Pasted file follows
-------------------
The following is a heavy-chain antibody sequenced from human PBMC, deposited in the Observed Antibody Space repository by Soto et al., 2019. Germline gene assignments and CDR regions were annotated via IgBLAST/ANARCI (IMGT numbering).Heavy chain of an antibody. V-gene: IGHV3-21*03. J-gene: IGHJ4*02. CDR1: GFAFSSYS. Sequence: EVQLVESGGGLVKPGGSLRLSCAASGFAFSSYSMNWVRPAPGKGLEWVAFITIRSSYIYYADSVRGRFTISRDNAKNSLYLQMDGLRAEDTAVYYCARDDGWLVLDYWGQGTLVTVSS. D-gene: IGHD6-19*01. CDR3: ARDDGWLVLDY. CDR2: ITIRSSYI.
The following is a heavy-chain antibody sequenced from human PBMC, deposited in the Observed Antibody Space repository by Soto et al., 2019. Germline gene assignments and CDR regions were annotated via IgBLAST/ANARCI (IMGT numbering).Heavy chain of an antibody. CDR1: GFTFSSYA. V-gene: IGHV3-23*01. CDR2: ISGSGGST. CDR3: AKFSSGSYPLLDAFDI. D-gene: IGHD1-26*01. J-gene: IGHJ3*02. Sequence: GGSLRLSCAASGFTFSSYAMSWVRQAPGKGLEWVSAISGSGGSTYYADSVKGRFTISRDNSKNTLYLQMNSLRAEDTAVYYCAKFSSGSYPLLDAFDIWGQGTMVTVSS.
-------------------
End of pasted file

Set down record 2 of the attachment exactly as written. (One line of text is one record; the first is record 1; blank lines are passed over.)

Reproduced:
The following is a heavy-chain antibody sequenced from human PBMC, deposited in the Observed Antibody Space repository by Soto et al., 2019. Germline gene assignments and CDR regions were annotated via IgBLAST/ANARCI (IMGT numbering).Heavy chain of an antibody. CDR1: GFTFSSYA. V-gene: IGHV3-23*01. CDR2: ISGSGGST. CDR3: AKFSSGSYPLLDAFDI. D-gene: IGHD1-26*01. J-gene: IGHJ3*02. Sequence: GGSLRLSCAASGFTFSSYAMSWVRQAPGKGLEWVSAISGSGGSTYYADSVKGRFTISRDNSKNTLYLQMNSLRAEDTAVYYCAKFSSGSYPLLDAFDIWGQGTMVTVSS.